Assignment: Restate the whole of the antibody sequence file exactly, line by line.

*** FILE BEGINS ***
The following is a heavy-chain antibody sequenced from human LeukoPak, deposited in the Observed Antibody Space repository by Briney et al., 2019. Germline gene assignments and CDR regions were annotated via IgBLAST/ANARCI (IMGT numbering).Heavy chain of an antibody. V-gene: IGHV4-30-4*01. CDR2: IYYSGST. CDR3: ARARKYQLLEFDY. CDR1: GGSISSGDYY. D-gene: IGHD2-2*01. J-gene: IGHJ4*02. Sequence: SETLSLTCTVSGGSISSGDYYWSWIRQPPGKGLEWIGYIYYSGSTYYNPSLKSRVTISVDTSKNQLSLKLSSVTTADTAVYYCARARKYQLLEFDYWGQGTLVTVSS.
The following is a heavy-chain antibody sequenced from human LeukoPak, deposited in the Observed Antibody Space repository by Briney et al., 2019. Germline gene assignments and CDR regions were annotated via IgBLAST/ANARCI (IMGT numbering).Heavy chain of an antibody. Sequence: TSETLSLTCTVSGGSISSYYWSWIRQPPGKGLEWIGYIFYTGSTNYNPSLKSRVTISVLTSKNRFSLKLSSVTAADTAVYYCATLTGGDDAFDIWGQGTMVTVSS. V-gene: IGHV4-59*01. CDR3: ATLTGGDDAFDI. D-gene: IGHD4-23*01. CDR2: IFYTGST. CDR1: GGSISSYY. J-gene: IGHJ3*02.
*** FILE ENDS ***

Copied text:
The following is a heavy-chain antibody sequenced from human LeukoPak, deposited in the Observed Antibody Space repository by Briney et al., 2019. Germline gene assignments and CDR regions were annotated via IgBLAST/ANARCI (IMGT numbering).Heavy chain of an antibody. V-gene: IGHV4-30-4*01. CDR2: IYYSGST. CDR3: ARARKYQLLEFDY. CDR1: GGSISSGDYY. D-gene: IGHD2-2*01. J-gene: IGHJ4*02. Sequence: SETLSLTCTVSGGSISSGDYYWSWIRQPPGKGLEWIGYIYYSGSTYYNPSLKSRVTISVDTSKNQLSLKLSSVTTADTAVYYCARARKYQLLEFDYWGQGTLVTVSS.
The following is a heavy-chain antibody sequenced from human LeukoPak, deposited in the Observed Antibody Space repository by Briney et al., 2019. Germline gene assignments and CDR regions were annotated via IgBLAST/ANARCI (IMGT numbering).Heavy chain of an antibody. Sequence: TSETLSLTCTVSGGSISSYYWSWIRQPPGKGLEWIGYIFYTGSTNYNPSLKSRVTISVLTSKNRFSLKLSSVTAADTAVYYCATLTGGDDAFDIWGQGTMVTVSS. V-gene: IGHV4-59*01. CDR3: ATLTGGDDAFDI. D-gene: IGHD4-23*01. CDR2: IFYTGST. CDR1: GGSISSYY. J-gene: IGHJ3*02.